What if we could grow delicious, nutrient-dense food, indoors anywhere in the world? Caleb Harper, director of the Open Agriculture Initiative at the MIT Media Lab, wants to change the food system by connecting growers with technology. Get to know Harper's "food computers" and catch a glimpse of what the future of farming might look like.

Audrey Choi: How to make a profit while making a difference

TED@StateStreet Boston

Audrey Choi: How to make a profit while making a difference


Can global capital markets become catalysts for social change? According to investment expert Audrey Choi, individuals own almost half of all global capital, giving them (us!) the power to make a difference by investing in companies that champion social values and sustainability. "We have more opportunity today than ever before to make choices," she says. "So change your perspective. Invest in the change you want to see in the world."

Gregory Heyworth: How I'm discovering the secrets of ancient texts

TEDxUM

Gregory Heyworth: How I'm discovering the secrets of ancient texts


Gregory Heyworth is a textual scientist; he and his lab work on new ways to read ancient manuscripts and maps using spectral imaging technology. In this fascinating talk, watch as Heyworth shines a light on lost history, deciphering texts that haven't been read in thousands of years. How could these lost classics rewrite what we know about the past?

Jocelyne Bloch: The brain may be able to repair itself -- with help

TEDGlobal>Geneva

Jocelyne Bloch: The brain may be able to repair itself -- with help


Through treating everything from strokes to car accident traumas, neurosurgeon Jocelyne Bloch knows the brain's inability to repair itself all too well. But now, she suggests, she and her colleagues may have found the key to neural repair: Doublecortin-positive cells. Similar to stem cells, they are extremely adaptable and, when extracted from a brain, cultured and then re-injected in a lesioned area of the same brain, they can help repair and rebuild it. "With a little help," Bloch says, "the brain may be able to help itself."

Dorothy Roberts: The problem with race-based medicine

TEDMED 2015

Dorothy Roberts: The problem with race-based medicine


Social justice advocate and law scholar Dorothy Roberts has a precise and powerful message: Race-based medicine is bad medicine. Even today, many doctors still use race as a medical shortcut; they make important decisions about things like pain tolerance based on a patient's skin color instead of medical observation and measurement. In this searing talk, Roberts lays out the lingering traces of race-based medicine -- and invites us to be a part of ending it. "It is more urgent than ever to finally abandon this backward legacy," she says, "and to affirm our common humanity by ending the social inequalities that truly divide us."

Mike Velings: The case for fish farming

Mission Blue II

Mike Velings: The case for fish farming


We're headed towards a global food crisis: Nearly 3 billion people depend on the ocean for food, and at our current rate we already take more fish from the ocean than it can naturally replace. In this fact-packed, eye-opening talk, entrepreneur and conservationist Mike Velings proposes a solution: Aquaculture, or fish farming. "We must start using the ocean as farmers instead of hunters," he says, echoing Jacques Cousteau. "The day will come where people will demand farmed fish on their plates that's farmed well and farmed healthy -- and refuse anything less."

Matthew Williams: Special Olympics let me be myself -- a champion

TEDxVancouver

Matthew Williams: Special Olympics let me be myself -- a champion


How much do you know about intellectual disabilities? Special Olympics champion and ambassador Matthew Williams is proof that athletic competition and the camaraderie it fosters can transform lives, both on and off the field. Together with his fellow athletes, he invites you to join him at the next meet -- and challenges you to walk away with your heart unchanged.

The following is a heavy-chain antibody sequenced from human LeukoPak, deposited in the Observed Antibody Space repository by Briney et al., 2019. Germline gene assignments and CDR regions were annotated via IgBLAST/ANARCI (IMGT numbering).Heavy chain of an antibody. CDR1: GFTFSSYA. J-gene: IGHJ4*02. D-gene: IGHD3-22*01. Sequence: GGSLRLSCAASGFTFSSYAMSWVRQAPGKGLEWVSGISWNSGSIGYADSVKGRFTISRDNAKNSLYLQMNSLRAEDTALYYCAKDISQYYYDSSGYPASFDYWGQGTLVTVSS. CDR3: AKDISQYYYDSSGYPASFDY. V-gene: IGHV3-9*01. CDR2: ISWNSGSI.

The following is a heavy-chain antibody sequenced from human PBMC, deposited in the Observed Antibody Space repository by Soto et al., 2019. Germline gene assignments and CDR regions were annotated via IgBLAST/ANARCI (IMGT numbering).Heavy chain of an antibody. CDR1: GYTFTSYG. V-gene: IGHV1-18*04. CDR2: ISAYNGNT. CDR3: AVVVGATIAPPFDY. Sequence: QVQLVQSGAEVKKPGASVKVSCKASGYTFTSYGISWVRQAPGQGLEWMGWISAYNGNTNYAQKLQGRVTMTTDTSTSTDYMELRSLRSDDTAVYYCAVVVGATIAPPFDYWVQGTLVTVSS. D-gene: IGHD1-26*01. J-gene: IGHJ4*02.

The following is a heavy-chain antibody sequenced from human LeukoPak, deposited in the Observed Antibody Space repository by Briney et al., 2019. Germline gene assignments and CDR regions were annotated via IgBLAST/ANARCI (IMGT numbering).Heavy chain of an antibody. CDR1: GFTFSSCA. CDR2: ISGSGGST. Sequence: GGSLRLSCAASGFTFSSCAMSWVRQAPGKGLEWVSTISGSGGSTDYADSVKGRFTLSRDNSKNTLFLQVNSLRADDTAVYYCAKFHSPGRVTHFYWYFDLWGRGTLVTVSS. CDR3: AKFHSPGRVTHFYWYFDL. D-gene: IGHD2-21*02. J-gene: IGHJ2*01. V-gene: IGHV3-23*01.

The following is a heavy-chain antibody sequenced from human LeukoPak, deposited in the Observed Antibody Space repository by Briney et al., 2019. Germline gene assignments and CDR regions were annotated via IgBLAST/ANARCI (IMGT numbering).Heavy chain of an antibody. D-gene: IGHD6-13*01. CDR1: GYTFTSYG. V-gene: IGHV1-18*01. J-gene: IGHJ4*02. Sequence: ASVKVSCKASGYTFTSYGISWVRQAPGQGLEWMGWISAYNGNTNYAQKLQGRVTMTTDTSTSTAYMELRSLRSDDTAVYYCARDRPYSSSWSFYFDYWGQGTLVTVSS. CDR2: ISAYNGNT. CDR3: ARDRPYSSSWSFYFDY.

Pardis Sabeti: How we'll fight the next deadly virus

TEDWomen 2015

Pardis Sabeti: How we'll fight the next deadly virus


When Ebola broke out in March 2014, Pardis Sabeti and her team got to work sequencing the virus's genome, learning how it mutated and spread. Sabeti immediately released her research online, so virus trackers and scientists from around the world could join in the urgent fight. In this talk, she shows how open cooperation was key to halting the virus ... and to attacking the next one to come along. "We had to work openly, we had to share and we had to work together," Sabeti says. "Let us not let the world be defined by the destruction wrought by one virus, but illuminated by billions of hearts and minds working in unity."

Andrés Ruzo: How I found a mythical boiling river in the Amazon

TEDGlobal 2014

Andrés Ruzo: How I found a mythical boiling river in the Amazon


When Andrés Ruzo was a young boy in Peru, his grandfather told him a story with an odd detail: There is a river, deep in the Amazon, which boils as if a fire burns below it. Twelve years later, after training as a geoscientist, he set out on a journey deep into the jungle of South America in search of this boiling river. At a time when everything seems mapped and measured, join Ruzo as he explores a river that forces us to question the line between known and unknown ... and reminds us that there are great wonders yet to be discovered.

Dambisa Moyo: Economic growth has stalled. Let's fix it

TEDGlobal>Geneva

Dambisa Moyo: Economic growth has stalled. Let's fix it


Economic growth is the defining challenge of our time; without it, political and social instability rises, human progress stagnates and societies grow dimmer. But, says economist Dambisa Moyo, dogmatic capitalism isn't creating the growth we need. As she shows, in both state-sponsored and market-driven models, capitalism is failing to solve social ills, fostering corruption and creating income inequality. Moyo surveys the current economic landscape and suggests that we have to start thinking about capitalism as a spectrum so we can blend the best of different models together to foster growth.